Clutching my "City Link Highland Bus Pass" I was off again. Passing northwards through the familiar towns and villages it was hard to believe I'd be walking backwards along this long route. Finally arriving in Wick, I was looking forward to a good nights sleep. The B & B had sounded promising over the phone, but standing outside a house with boarded up windows, it was with some trepidation that I knocked on the paint flaked door. I'd already got an idea of what it would be like inside. Just imagine student digs without the clutter, and you've got the picture. Led to the attic bedroom I feared the worst, but actually, it had a quaint charm about it. Ok, the shower was circa 1970. but with a new showerhead, proudly demonstrated by the owner, at least it worked and the water was hot. One quick sniff of the sheets confirmed that they, at least, were clean, and that was all I needed to know.

Wednesday, 16 April 2008

Chapter One. The Highland Fling. John O' Groats to Inverness

"Where's she taking us now" groaned the rucksack and the orange hat, as they were dragged reluctantly from the depths of the cupboard.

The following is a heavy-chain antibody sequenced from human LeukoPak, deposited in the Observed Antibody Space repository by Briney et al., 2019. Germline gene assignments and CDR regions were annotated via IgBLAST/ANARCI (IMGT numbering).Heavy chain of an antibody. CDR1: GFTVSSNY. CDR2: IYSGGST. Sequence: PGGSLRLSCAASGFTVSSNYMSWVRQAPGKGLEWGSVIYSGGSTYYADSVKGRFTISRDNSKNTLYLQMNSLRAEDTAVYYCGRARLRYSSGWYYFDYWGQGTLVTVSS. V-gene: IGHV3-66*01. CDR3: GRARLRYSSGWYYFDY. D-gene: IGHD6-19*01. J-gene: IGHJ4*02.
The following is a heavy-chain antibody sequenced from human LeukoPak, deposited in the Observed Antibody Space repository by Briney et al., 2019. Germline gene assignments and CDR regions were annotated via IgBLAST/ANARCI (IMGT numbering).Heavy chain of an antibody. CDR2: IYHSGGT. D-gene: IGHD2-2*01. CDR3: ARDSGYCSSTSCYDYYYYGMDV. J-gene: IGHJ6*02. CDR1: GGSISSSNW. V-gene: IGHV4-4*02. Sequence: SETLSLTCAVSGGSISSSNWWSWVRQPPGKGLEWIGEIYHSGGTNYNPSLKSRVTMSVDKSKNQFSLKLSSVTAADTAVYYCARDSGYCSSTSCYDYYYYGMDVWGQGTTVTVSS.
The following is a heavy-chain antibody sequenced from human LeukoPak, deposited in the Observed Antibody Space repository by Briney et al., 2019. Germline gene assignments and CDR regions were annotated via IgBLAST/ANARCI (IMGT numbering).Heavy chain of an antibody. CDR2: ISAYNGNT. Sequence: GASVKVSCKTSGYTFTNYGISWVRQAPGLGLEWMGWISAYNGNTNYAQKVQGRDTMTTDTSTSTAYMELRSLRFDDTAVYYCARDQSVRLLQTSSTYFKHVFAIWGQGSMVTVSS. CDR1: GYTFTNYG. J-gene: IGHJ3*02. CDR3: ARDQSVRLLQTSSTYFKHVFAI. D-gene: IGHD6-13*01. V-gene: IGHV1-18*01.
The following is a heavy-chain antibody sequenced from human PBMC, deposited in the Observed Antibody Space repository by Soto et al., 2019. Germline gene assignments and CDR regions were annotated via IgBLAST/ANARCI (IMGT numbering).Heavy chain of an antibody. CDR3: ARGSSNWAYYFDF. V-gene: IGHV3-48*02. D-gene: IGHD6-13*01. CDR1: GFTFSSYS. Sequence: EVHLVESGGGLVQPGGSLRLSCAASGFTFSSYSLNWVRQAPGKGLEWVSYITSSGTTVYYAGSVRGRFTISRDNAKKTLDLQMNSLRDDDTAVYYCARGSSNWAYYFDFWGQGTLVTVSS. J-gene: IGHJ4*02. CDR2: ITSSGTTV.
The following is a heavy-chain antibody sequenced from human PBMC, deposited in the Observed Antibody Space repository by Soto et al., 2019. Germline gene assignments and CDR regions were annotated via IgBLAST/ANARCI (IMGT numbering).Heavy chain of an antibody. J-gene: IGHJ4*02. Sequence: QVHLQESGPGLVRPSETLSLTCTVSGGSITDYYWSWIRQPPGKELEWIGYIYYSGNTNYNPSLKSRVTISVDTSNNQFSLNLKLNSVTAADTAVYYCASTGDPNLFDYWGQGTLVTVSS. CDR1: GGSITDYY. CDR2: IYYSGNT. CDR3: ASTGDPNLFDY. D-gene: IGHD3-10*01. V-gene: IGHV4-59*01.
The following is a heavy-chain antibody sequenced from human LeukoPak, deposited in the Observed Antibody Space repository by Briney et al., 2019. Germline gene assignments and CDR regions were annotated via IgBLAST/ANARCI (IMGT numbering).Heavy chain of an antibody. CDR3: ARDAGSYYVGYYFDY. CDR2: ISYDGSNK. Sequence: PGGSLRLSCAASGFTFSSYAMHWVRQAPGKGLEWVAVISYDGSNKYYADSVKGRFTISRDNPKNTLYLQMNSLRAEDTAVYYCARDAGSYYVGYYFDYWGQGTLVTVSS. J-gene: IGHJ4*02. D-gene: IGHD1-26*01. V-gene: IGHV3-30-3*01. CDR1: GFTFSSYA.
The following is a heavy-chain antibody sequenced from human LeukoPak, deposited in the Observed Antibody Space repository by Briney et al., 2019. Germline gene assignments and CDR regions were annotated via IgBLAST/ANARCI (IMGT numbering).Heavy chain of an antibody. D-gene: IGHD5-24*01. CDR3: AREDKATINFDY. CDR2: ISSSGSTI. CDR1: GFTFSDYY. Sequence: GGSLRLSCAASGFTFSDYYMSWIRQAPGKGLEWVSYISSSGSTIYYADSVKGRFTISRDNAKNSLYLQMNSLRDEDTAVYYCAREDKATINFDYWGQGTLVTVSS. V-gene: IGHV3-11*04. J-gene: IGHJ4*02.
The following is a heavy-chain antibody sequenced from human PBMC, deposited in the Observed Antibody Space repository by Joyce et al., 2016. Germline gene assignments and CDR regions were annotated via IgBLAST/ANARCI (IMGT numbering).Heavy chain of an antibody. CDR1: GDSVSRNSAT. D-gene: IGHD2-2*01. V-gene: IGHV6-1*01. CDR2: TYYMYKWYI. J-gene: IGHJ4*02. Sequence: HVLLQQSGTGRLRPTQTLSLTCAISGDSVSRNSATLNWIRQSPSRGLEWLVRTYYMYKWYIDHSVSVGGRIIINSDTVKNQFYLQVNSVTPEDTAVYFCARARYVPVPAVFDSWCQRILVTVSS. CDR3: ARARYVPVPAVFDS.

"Guess what?" I said, as we boarded the coach at Victoria, "You know how John O' Groats seems like a dream to us now? Well, it's about to become a reality, we're walking backwards!"
They may not have been impressed, but the new recruit was very excited. "I say, I say, Mr Coach Driver, are we REALLY going all the way to Inverness? Boom! Boom!"
"Calm down, you're a walking stick, not Basil Brush. We've got a long journey ahead of us, and as you've got the toughest job to do, we'd all better try and get some sleep" I said, stowing him and the others into the luggage rack.
The bus was full, but finding an aisle seat at the back of the coach a nice girl from Perth offered me her window seat and then probably regretted it.I spent the next five minutes invading her space by dropping pens, paper, and food supplies on her lap, before deciding to pop to the toilet before "lights out"
Closing the door, I expected "lights on" automatically and when this didn't happen, groping round in the dark, I pressed the red emergency button! Oh dear, this was not a good start. Sheepishly, I made my way back to my seat, glad that the lights were low.
On the subject of sheep, sleep was hard to come by. I was worried about this task I'd set myself of walking 900 miles in 60 days. Not feeling half as fit as I was last year, with an average daily mileage of 18 miles, this first leg of 120 miles, mostly on the A9/A99, was going to be a tough one. So, I tried the equivalent of counting sheep and although counting the cars on the M1 to Scotland doesn't quite evoke the same spirit of travel and adventure,as "The New Jersey Turnpike" I did eventually drift off.